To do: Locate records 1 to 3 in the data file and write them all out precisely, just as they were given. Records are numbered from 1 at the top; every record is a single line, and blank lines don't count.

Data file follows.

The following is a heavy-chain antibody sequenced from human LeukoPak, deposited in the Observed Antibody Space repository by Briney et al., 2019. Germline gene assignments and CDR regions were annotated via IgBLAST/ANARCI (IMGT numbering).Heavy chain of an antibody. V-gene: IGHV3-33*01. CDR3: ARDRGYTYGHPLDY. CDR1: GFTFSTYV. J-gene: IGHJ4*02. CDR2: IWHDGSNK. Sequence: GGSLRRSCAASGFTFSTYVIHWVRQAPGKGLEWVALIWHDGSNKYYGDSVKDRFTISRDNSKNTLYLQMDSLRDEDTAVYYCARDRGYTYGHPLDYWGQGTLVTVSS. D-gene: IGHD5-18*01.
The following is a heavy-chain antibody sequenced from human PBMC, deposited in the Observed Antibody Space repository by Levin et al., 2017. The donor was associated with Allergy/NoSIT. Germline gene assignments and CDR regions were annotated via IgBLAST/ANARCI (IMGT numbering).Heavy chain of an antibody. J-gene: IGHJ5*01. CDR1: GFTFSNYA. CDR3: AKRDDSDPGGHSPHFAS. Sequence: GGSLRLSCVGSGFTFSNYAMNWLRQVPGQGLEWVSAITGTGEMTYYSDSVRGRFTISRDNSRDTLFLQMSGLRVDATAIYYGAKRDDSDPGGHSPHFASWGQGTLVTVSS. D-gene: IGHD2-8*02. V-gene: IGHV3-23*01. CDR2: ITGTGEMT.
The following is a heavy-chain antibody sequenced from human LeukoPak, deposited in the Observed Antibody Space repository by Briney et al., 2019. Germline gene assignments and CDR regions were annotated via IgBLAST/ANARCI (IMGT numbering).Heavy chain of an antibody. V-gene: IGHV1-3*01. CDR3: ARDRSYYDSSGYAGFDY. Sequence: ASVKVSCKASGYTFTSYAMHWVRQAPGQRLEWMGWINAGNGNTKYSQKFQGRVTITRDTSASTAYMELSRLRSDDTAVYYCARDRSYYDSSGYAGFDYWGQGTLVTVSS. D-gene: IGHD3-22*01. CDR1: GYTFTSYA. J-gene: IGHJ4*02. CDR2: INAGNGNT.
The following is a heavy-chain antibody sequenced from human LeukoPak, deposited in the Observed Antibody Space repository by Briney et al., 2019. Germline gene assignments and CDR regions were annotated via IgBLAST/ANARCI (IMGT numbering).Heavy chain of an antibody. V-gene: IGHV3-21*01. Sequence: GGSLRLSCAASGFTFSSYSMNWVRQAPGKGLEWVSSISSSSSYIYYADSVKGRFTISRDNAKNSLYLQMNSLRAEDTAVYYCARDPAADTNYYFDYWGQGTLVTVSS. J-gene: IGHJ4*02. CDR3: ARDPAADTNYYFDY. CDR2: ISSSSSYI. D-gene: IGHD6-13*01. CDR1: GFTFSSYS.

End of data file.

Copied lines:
The following is a heavy-chain antibody sequenced from human LeukoPak, deposited in the Observed Antibody Space repository by Briney et al., 2019. Germline gene assignments and CDR regions were annotated via IgBLAST/ANARCI (IMGT numbering).Heavy chain of an antibody. V-gene: IGHV3-33*01. CDR3: ARDRGYTYGHPLDY. CDR1: GFTFSTYV. J-gene: IGHJ4*02. CDR2: IWHDGSNK. Sequence: GGSLRRSCAASGFTFSTYVIHWVRQAPGKGLEWVALIWHDGSNKYYGDSVKDRFTISRDNSKNTLYLQMDSLRDEDTAVYYCARDRGYTYGHPLDYWGQGTLVTVSS. D-gene: IGHD5-18*01.
The following is a heavy-chain antibody sequenced from human PBMC, deposited in the Observed Antibody Space repository by Levin et al., 2017. The donor was associated with Allergy/NoSIT. Germline gene assignments and CDR regions were annotated via IgBLAST/ANARCI (IMGT numbering).Heavy chain of an antibody. J-gene: IGHJ5*01. CDR1: GFTFSNYA. CDR3: AKRDDSDPGGHSPHFAS. Sequence: GGSLRLSCVGSGFTFSNYAMNWLRQVPGQGLEWVSAITGTGEMTYYSDSVRGRFTISRDNSRDTLFLQMSGLRVDATAIYYGAKRDDSDPGGHSPHFASWGQGTLVTVSS. D-gene: IGHD2-8*02. V-gene: IGHV3-23*01. CDR2: ITGTGEMT.
The following is a heavy-chain antibody sequenced from human LeukoPak, deposited in the Observed Antibody Space repository by Briney et al., 2019. Germline gene assignments and CDR regions were annotated via IgBLAST/ANARCI (IMGT numbering).Heavy chain of an antibody. V-gene: IGHV1-3*01. CDR3: ARDRSYYDSSGYAGFDY. Sequence: ASVKVSCKASGYTFTSYAMHWVRQAPGQRLEWMGWINAGNGNTKYSQKFQGRVTITRDTSASTAYMELSRLRSDDTAVYYCARDRSYYDSSGYAGFDYWGQGTLVTVSS. D-gene: IGHD3-22*01. CDR1: GYTFTSYA. J-gene: IGHJ4*02. CDR2: INAGNGNT.